fstat64(1, {st_mode=S_IFCHR|0620, st_rdev=makedev(136, 0), ...}) = 0
mmap2(NULL, 4096, PROT_READ|PROT_WRITE, MAP_PRIVATE|MAP_ANONYMOUS, -1, 0) = 0xb7fe8000
write(1, " 19:37:34 up 1 day,  7:43,  3 us"..., 69) = 69
munmap(0xb7fe8000, 4096)                = 0
exit_group(0)                           = ?

I've snipped the loading of several library files, but even with that truncated output you can see a lot of actions taking place such as:

  • The opening of files.
  • The return codes of things which failed.
  • The writing of text to the console.

Each of the lines of output we see correspond to the invocation of a particular kernel system call. These system-calls are the primitives which are used by the C runtime, and are the kernels interface to userspace.

For example the "open" systemcall is used to open files, etc. We can see several details of how the uname binary operates - because we can see that it opens several local files for reading and writing. Some of these fail and others succeed:

  • It tries to access /etc/ld.so.nohwcap - which fails
  • It tries to acesss /etc/ld.so.preload - which also fails.
  • It opens /proc/loadavg which succeeds and returns the filehandle "4".
  • It writes to filehandle 1 the string "19:37...." which is the output of the program.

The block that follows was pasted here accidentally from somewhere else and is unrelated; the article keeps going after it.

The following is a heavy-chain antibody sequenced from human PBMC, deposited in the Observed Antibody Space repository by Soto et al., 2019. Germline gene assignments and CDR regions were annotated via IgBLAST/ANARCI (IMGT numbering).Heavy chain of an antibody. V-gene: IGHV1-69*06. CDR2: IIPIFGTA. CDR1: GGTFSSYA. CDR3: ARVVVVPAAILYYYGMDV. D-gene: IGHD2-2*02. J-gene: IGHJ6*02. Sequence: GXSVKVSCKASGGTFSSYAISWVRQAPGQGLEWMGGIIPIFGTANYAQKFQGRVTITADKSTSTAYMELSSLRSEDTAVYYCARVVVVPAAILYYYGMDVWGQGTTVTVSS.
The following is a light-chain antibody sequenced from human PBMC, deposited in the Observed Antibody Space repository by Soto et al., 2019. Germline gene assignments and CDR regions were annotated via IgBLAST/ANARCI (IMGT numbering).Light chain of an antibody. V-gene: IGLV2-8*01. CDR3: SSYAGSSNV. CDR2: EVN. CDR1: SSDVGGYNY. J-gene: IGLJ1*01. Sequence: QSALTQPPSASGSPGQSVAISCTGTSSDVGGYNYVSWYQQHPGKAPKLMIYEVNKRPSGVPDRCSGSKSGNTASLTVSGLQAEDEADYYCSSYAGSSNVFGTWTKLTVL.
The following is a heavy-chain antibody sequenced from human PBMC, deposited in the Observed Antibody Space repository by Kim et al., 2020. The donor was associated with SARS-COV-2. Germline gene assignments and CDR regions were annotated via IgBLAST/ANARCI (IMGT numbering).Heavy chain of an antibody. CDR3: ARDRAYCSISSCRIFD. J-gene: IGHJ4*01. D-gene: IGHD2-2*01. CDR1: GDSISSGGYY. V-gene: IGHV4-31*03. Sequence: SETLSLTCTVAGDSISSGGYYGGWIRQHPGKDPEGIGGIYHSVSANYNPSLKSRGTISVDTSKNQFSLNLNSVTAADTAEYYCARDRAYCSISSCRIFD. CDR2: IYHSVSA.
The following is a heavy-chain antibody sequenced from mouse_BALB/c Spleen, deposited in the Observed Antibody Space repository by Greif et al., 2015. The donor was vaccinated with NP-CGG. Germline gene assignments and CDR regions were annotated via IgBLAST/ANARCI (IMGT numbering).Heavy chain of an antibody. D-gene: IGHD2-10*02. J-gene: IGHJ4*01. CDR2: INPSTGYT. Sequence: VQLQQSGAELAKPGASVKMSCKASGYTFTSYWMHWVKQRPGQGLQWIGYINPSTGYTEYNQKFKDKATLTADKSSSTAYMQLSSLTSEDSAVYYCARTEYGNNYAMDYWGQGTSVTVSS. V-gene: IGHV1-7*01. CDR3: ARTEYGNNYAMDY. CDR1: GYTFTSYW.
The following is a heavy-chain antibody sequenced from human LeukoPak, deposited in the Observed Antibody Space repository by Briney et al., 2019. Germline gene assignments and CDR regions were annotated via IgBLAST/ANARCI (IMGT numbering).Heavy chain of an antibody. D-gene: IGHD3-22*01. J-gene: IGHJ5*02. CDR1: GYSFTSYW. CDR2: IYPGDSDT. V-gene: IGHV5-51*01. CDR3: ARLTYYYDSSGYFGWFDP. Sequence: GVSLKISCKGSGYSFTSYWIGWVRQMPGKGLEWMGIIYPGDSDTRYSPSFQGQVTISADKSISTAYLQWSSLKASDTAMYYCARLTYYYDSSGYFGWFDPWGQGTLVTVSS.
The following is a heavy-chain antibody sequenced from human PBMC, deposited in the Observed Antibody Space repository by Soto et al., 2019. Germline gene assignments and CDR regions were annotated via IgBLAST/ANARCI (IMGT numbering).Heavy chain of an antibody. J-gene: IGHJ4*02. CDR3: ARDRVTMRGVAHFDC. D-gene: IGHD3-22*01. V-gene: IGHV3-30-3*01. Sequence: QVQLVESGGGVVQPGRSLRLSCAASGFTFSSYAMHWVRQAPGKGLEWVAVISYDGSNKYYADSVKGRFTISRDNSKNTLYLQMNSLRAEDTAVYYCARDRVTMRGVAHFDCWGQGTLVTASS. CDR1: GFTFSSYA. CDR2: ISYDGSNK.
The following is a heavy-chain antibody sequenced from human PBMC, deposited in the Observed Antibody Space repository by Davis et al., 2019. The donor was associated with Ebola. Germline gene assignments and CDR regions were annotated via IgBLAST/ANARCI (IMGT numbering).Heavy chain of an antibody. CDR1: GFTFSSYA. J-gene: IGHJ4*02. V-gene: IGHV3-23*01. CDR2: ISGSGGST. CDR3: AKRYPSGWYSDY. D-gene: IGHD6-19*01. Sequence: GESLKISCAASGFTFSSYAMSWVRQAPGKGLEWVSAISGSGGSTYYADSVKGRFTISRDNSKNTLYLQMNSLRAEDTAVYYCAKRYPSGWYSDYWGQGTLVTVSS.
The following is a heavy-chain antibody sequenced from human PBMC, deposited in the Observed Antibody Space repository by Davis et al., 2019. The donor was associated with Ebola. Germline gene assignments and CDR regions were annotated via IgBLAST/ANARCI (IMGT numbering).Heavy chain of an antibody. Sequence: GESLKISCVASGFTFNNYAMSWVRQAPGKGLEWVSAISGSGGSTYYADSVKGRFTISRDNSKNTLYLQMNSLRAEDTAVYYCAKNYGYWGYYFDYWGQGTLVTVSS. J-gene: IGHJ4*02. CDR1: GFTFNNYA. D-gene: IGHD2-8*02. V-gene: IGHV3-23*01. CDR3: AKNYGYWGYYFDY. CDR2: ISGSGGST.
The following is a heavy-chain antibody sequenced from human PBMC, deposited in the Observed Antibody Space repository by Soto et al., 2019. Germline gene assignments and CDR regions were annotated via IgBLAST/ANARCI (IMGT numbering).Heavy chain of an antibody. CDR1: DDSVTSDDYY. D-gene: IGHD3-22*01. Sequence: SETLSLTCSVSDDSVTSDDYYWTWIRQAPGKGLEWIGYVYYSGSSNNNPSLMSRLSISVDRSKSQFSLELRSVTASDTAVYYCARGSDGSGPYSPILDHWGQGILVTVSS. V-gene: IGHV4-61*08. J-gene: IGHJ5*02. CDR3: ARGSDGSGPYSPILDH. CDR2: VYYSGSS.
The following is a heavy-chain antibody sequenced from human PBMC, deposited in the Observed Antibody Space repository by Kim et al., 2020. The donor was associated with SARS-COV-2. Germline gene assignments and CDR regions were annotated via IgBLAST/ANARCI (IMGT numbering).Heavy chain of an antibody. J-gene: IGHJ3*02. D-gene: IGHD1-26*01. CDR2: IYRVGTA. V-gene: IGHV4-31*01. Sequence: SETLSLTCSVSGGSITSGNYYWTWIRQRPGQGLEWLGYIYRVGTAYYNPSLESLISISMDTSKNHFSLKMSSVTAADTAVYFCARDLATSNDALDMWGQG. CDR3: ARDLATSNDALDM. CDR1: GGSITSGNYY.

Because the output can be quite unwieldy dumped to the console it is common to redirect this text to a file, via the -o option. For example to record the system calls used by the ls command to the file /tmp/ls-trace we can execute:

strace -o /tmp/ls-trace /bin/ls

Another common option is the "-p", or PID, option. This allows you to connect to a running program and see its output. This is useful in the case of long-running daemons which you cannot restart easily - or which only need to be monitored very rarely.

For more details of the available options please see the manpage by running "man strace".

Returning back to the subversion problem we'll see how useful strace was to me. The basic problem was simple enough:

  • An SVN server was setup in the dim and distant past.
  • Clients running Microsoft Windows connected to this repository via the tortoise SVN client.
  • Randomly SVN clients would "hang" and once they did so nobody could access the SVN server again - not just the hung client all clients in the office would be unable to use SVN.
  • Rebooting the server "fixed" it, but not permanently.

Initially I tried looking for logfiles, but there weren't any.

Once I excluded that I tried to see how things were setup. The basic installation seemed simple enough. Clients had SSH access and the SVN client appeared to essentially run:

ssh username@svnRepository svnserve